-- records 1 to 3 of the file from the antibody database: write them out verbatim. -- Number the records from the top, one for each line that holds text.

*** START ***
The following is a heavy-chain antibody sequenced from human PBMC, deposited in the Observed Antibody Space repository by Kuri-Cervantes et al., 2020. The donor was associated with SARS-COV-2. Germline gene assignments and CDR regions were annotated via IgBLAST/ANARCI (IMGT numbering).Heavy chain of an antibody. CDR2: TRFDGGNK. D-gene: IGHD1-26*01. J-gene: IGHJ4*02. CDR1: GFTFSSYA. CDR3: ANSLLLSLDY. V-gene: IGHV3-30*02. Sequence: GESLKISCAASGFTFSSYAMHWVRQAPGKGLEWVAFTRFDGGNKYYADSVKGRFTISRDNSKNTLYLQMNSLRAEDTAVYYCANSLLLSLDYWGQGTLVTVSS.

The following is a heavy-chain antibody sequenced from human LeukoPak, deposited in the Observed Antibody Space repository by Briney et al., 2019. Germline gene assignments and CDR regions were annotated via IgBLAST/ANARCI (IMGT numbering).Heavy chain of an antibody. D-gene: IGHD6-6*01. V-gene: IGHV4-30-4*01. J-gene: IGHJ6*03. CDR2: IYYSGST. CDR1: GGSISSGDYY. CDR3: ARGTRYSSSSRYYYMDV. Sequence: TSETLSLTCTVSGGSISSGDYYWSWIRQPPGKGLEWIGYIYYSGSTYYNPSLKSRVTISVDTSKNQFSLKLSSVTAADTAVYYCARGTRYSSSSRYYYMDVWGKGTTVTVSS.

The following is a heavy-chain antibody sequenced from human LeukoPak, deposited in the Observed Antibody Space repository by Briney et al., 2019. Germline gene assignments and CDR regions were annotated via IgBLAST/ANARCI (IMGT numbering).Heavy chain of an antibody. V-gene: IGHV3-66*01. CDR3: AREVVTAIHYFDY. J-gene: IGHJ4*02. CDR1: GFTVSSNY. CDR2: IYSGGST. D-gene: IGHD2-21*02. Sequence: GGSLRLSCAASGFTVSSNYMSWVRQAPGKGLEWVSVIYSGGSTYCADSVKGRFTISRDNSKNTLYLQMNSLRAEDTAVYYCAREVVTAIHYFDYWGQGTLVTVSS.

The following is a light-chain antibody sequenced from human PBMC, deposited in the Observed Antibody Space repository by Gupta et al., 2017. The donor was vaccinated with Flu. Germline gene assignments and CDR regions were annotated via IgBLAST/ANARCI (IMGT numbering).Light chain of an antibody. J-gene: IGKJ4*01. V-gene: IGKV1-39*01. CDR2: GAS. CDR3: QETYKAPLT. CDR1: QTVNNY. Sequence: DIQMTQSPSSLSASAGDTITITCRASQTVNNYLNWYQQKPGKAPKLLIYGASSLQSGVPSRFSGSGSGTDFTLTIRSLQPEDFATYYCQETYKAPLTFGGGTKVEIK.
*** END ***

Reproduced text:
The following is a heavy-chain antibody sequenced from human PBMC, deposited in the Observed Antibody Space repository by Kuri-Cervantes et al., 2020. The donor was associated with SARS-COV-2. Germline gene assignments and CDR regions were annotated via IgBLAST/ANARCI (IMGT numbering).Heavy chain of an antibody. CDR2: TRFDGGNK. D-gene: IGHD1-26*01. J-gene: IGHJ4*02. CDR1: GFTFSSYA. CDR3: ANSLLLSLDY. V-gene: IGHV3-30*02. Sequence: GESLKISCAASGFTFSSYAMHWVRQAPGKGLEWVAFTRFDGGNKYYADSVKGRFTISRDNSKNTLYLQMNSLRAEDTAVYYCANSLLLSLDYWGQGTLVTVSS.

The following is a heavy-chain antibody sequenced from human LeukoPak, deposited in the Observed Antibody Space repository by Briney et al., 2019. Germline gene assignments and CDR regions were annotated via IgBLAST/ANARCI (IMGT numbering).Heavy chain of an antibody. D-gene: IGHD6-6*01. V-gene: IGHV4-30-4*01. J-gene: IGHJ6*03. CDR2: IYYSGST. CDR1: GGSISSGDYY. CDR3: ARGTRYSSSSRYYYMDV. Sequence: TSETLSLTCTVSGGSISSGDYYWSWIRQPPGKGLEWIGYIYYSGSTYYNPSLKSRVTISVDTSKNQFSLKLSSVTAADTAVYYCARGTRYSSSSRYYYMDVWGKGTTVTVSS.

The following is a heavy-chain antibody sequenced from human LeukoPak, deposited in the Observed Antibody Space repository by Briney et al., 2019. Germline gene assignments and CDR regions were annotated via IgBLAST/ANARCI (IMGT numbering).Heavy chain of an antibody. V-gene: IGHV3-66*01. CDR3: AREVVTAIHYFDY. J-gene: IGHJ4*02. CDR1: GFTVSSNY. CDR2: IYSGGST. D-gene: IGHD2-21*02. Sequence: GGSLRLSCAASGFTVSSNYMSWVRQAPGKGLEWVSVIYSGGSTYCADSVKGRFTISRDNSKNTLYLQMNSLRAEDTAVYYCAREVVTAIHYFDYWGQGTLVTVSS.